At least 10 hostages in Iraq freed in 24 hours
Wext: Thursday, 30.September. @ 00:00:00 CEST
29 / 09 / 2004, BAGHDAD ( AFP ) — Two female Italian aid workers kidnapped in Baghdad three weeks ago were released along with two Iraqi colleagues, making at least 10 the number of people freed in 24 hours, including employees of Egyptian telecoms giant Orascom.
Italian Prime Minister Silvio Berlusconi himself confirmed in Rome the release of Simona Pari and Simon Torretta, both 29, taken at gunpoint from the office of their aid organisation "A Bridge to Baghdad" on September 7.
He described it as a "moment of joy," confirming that two Iraqi aid workers kidnapped at the same time had also been released.
The Italian authorities kept the story secret until Pari and Torretta were already on their way home, traveling via Kuwait, after being turned over to the Italian Red Cross.
The two women were flown from Baghdad aboard a military aircraft to Abdullah al-Mubarak military airbase in Kuwait, then transferred to a civilian plane at the adjacent Kuwait airport for the flight home, sources there told AFP.
The aircraft bringing them from Baghdad touched down at the airbase used by the US-led coalition in Iraq at around 9:15 pm (1815 GMT), the sources said.
"I have just rung their families to tell them," Berlusconi said earlier in Rome.
Almost simultaneously, Orascom announced that three Egyptians captured last week had also been released.
"We have information on the release of three hostages. They may arrive in Baghdad tonight, but I am waiting to see them with my own eyes," a spokesman said in Baghdad.
The three were kidnapped in western Iraq, together with another Egyptian and two Iraqis employed by the same company and who were released late Monday.
Al-Arabiya television reported late Tuesday that another two Orascom employees had been freed, but this could not be confirmed.
Orascom said earlier it was continuing "intensive efforts" to secure their release.
In Rome, thousands of people cheered and applauded outside the home of one of the two Italian hostage's mother.
Al-Jazeera television aired footage of the two women, who could first be seen at an undisclosed location before lifting their veils and smiling as they were handed over.
It was never clear who detained Pari, Torretta and the two Iraqis. Their capture was claimed by two organisations, and statements posted on websites claiming their deaths were dismissed by the Italian authorities as not serious.
In an uncanny succession of events, the releases confirmed Tuesday came a day after an Iranian diplomat held by the same group detaining two French reporters was released following a 55-day ordeal.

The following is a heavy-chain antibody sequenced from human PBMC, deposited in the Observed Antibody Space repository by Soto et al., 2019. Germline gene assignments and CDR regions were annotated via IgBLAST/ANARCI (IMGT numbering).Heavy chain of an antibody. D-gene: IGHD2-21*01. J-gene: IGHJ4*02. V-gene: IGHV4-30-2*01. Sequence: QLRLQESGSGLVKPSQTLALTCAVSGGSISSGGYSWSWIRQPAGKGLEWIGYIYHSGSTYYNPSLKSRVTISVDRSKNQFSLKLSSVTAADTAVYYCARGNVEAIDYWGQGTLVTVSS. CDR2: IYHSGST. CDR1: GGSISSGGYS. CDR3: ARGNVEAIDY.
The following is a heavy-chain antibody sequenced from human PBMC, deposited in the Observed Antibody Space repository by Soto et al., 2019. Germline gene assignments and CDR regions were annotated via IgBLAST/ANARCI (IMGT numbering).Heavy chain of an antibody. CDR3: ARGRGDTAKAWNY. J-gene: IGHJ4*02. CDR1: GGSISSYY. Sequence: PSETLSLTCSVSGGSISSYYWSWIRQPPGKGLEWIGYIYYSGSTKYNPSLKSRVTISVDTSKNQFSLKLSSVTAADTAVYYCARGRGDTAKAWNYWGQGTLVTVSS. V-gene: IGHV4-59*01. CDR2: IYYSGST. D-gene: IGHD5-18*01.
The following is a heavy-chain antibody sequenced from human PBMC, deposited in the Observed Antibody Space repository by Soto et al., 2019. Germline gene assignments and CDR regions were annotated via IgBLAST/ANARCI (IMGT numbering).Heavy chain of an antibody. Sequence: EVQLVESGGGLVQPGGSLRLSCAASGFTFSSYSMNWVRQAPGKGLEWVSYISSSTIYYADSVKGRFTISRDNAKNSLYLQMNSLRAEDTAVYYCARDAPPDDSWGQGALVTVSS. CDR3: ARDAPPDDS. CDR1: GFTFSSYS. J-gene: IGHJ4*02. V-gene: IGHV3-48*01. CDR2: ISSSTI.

But the life of British hostage Kenneth Bigley -- whose two US colleagues were beheaded by the group of the most wanted man in Iraq last week -- still hung in the balance.
However, a British Muslim delegation said after a 48-hour mission to Baghdad that they had received "very encouraging advises and promises that we hope, inshallah (God willing), will lead to the release" of the 62-year-old engineer.
Bigley is detained by the Tawhid wal Jihad group of top US foe Abu Mussab al-Zarqawi, who has a 25-million-dollar on his head.
Meanwhile, British Prime Minister Tony Blair told his Labour party's annual conference in Brighton, England that he refused to apologize for the Iraq war, as he linked the future of Iraq to Britain's national security.
"I can't, sincerely at least, apologize for removing Saddam," said Blair, who nevertheless regretted that intelligence on the deposed president's alleged weapons of mass destruction was flawed.
On the ground, the insurgent enclave of Fallujah, where many of the foreign hostages are believed to have been held, was again pounded by US aircraft overnight.
"Three people were killed and six others wounded," said Dr Rafaa Hiad at the town's main hospital.
A coalition spokesman denied the strike had caused any casualties.
In the capital, explosions rocked the Sunni Muslim Haifa Street area, while US helicopter gunships struck the Shiite militia stronghold of Sadr City, one of Baghdad's mostly densely populated districts.
In southern Iraq, two British soldiers were killed in a rare ambush of a military convoy in this area, a defence ministry spokesman said in London.
The renewed fighting underscored concerns raised by Jordan's King Abdullah II about the possibility of holding elections in January as planned.
The king, who delayed his own parliamentary elections for two years, told the Paris daily Le Figaro: "It appears to me impossible to organize indisputable elections in the chaos currently reigning in Iraq."
His remarks followed warnings from UN Secretary General Kofi Annanand comments by US Secretary of State Colin Powell that the insurgency was growing more dangerous as the election target date nears.
US Defence Secretary Donald Rumsfeld raised the possibility last week that the polls might go ahead in most of Iraq, leaving out the regions most affected by the violence.
But critics argue that polls in which some areas are disenfranchised would not be the sort of "indisputable elections" talked about by the Jordanian king.
Addressing a UN symposium on reconstruction in Amman, Iraq's interim planning minister Mehdi Hafez also complained that an international drive to rebuild his war-shattered country has been discouraging because billions of dollars pledged have not been spent.